Another previously unknown human species has been revealed.
Scientists from China and Great Britain published three articles in The Innovation magazine ( 1 , 2 , 3 ) devoted to the analysis of an ancient perfectly preserved skull from the city of Harbin. They came to the conclusion that the find is not less than 146 thousand years old and it belonged to a representative of a previously unknown species of people, which they named Homo longi (“Dragon Man”).
However, prominent researchers were skeptical about the findings of their colleagues and suggested that this is probably the first discovered skull of a Denisovan man.
In 2010, an article was published in Nature, reporting the discovery of a previously unknown species of people – the Denisovan man. This became possible due to the development of paleogenetics.
For a long time, the only place where the remains of this species were found was the Denisova Cave in the Soloneshensky District of the Altai Territory. Over the years, scientists have been able to find small fragments of bones and teeth of five individuals, including one mestizo child, whose mother turned out to be a Neanderthal.
Subsequently, researchers found that in China, back in 1980, on the Tibetan plateau, they found a jaw belonging to a Denisovan. However, archaeologists did not lose hope of finding a full-fledged skull in Asia.
A New Human Species: The Dragon Man
1. Qiang Ji from Hebei Geological University, together with scientists from China and the UK, published several articles on the study of an ancient skull discovered almost a century ago.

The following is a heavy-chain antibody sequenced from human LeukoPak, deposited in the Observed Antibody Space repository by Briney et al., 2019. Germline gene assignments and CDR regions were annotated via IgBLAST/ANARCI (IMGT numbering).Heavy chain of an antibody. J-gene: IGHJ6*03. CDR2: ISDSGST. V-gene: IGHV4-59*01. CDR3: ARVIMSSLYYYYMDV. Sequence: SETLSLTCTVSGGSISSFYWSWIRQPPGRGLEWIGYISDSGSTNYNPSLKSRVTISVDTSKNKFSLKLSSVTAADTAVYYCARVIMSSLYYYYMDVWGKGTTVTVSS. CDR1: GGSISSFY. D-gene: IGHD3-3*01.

2. The authors came to the conclusion that the find more than 146 thousand years old refers to a previously unknown species of people of the Middle Pleistocene, which they named Homo longi (translated as “dragon man”).
3. The skull itself was discovered back in 1933 by a captive Chinese during the construction of a bridge in the city of Harbin. Fearing that his find would be taken away by the Japanese guards, he wrapped it in cloth and hid it in the well.
4. The Chinese told his descendants about this shortly before his death. They also found the skull and donated it to the Museum of the Hebei Geological University.
5. The Harbin skull is massive in size – larger than other known archaic finds and is comparable to Homo sapiens and Homo neanderthalensis.
6. At the same time, the brain itself, despite its large volume (about 1420 milliliters), was more primitive than that of the ancestors of modern people of that time.
7. The combination of apomorphic and plesiomorphic characters distinguishes the Harbin man from other Middle Pleistocene species – H. sapiens, H. Erectus, H. neanderthalensis, H. heidelbergensis / rhodesiensis.
8. The Science editors cited the opinions of prominent experts regarding the findings of the study. For example, Marta Lahr from the University of Cambridge is delighted with the find itself but skeptical about the thesis of a new parallel line of Homo.
9. Paleoanthropologist Jean-Jacques Hublin believes that this perfectly preserved skull belonged to a Denisovan. Moreover, the only non-Chinese scientist to take part in the study, Chris Stringer of the Natural History Museum, is also convinced that the find belongs to a Denisovan man.
10. The only way to close the dispute is with a genetic analysis, which Chinese scientists have not yet done.
Interestingly, this is the second previously unknown human species that was revealed this month. Last week, researchers published the results of studies on a mandible and teeth of an individual that lived about 120 thousand years ago in Israel.
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• Gibbons, A. (2021, June 25). Stunning ‘Dragon Man’ skull may be an elusive Denisovan-or a new species of human. Science
• Ji, Q. (n.d.). Late Middle Pleistocene Harbin cranium represents a new Homo species.
• Ni, X. (n.d.). Massive cranium from Harbin in northeastern China establishes a new Middle Pleistocene human lineage.
• Shao, Q. (n.d.). Geochemical provenancing and direct dating of the Harbin archaic human cranium.
• Wei-Haas, M. (2021, June 25). ‘Dragon Man’ skull may be new species, shaking up human family tree. Science.